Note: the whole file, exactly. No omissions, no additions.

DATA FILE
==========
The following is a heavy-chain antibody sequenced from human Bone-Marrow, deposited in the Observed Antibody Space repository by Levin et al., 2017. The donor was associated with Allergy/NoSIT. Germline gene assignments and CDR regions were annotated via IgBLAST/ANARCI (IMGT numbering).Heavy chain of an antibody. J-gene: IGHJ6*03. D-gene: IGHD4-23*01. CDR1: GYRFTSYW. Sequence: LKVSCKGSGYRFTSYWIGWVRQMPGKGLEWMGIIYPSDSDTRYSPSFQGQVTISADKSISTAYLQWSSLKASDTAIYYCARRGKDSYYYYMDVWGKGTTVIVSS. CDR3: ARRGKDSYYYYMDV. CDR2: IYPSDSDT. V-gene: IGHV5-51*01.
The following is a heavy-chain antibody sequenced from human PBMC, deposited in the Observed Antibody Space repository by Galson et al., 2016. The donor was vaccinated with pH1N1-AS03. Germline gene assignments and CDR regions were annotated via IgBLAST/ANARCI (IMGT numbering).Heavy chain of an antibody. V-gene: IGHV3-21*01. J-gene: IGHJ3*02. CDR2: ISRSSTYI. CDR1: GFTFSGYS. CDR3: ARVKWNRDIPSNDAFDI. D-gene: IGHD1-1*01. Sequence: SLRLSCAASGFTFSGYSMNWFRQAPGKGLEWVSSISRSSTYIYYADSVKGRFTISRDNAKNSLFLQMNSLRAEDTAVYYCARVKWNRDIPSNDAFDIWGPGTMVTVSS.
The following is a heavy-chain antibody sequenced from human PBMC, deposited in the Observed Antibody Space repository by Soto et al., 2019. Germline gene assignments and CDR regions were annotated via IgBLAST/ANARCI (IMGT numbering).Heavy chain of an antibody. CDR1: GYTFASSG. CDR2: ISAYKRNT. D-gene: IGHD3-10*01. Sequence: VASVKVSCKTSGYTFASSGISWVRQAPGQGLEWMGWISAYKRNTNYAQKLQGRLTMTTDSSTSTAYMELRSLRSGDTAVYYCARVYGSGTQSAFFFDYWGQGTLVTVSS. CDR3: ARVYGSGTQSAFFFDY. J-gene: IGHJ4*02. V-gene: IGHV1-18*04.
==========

The following is a heavy-chain antibody sequenced from human Bone-Marrow, deposited in the Observed Antibody Space repository by Levin et al., 2017. The donor was associated with Allergy/NoSIT. Germline gene assignments and CDR regions were annotated via IgBLAST/ANARCI (IMGT numbering).Heavy chain of an antibody. J-gene: IGHJ6*03. D-gene: IGHD4-23*01. CDR1: GYRFTSYW. Sequence: LKVSCKGSGYRFTSYWIGWVRQMPGKGLEWMGIIYPSDSDTRYSPSFQGQVTISADKSISTAYLQWSSLKASDTAIYYCARRGKDSYYYYMDVWGKGTTVIVSS. CDR3: ARRGKDSYYYYMDV. CDR2: IYPSDSDT. V-gene: IGHV5-51*01.
The following is a heavy-chain antibody sequenced from human PBMC, deposited in the Observed Antibody Space repository by Galson et al., 2016. The donor was vaccinated with pH1N1-AS03. Germline gene assignments and CDR regions were annotated via IgBLAST/ANARCI (IMGT numbering).Heavy chain of an antibody. V-gene: IGHV3-21*01. J-gene: IGHJ3*02. CDR2: ISRSSTYI. CDR1: GFTFSGYS. CDR3: ARVKWNRDIPSNDAFDI. D-gene: IGHD1-1*01. Sequence: SLRLSCAASGFTFSGYSMNWFRQAPGKGLEWVSSISRSSTYIYYADSVKGRFTISRDNAKNSLFLQMNSLRAEDTAVYYCARVKWNRDIPSNDAFDIWGPGTMVTVSS.
The following is a heavy-chain antibody sequenced from human PBMC, deposited in the Observed Antibody Space repository by Soto et al., 2019. Germline gene assignments and CDR regions were annotated via IgBLAST/ANARCI (IMGT numbering).Heavy chain of an antibody. CDR1: GYTFASSG. CDR2: ISAYKRNT. D-gene: IGHD3-10*01. Sequence: VASVKVSCKTSGYTFASSGISWVRQAPGQGLEWMGWISAYKRNTNYAQKLQGRLTMTTDSSTSTAYMELRSLRSGDTAVYYCARVYGSGTQSAFFFDYWGQGTLVTVSS. CDR3: ARVYGSGTQSAFFFDY. J-gene: IGHJ4*02. V-gene: IGHV1-18*04.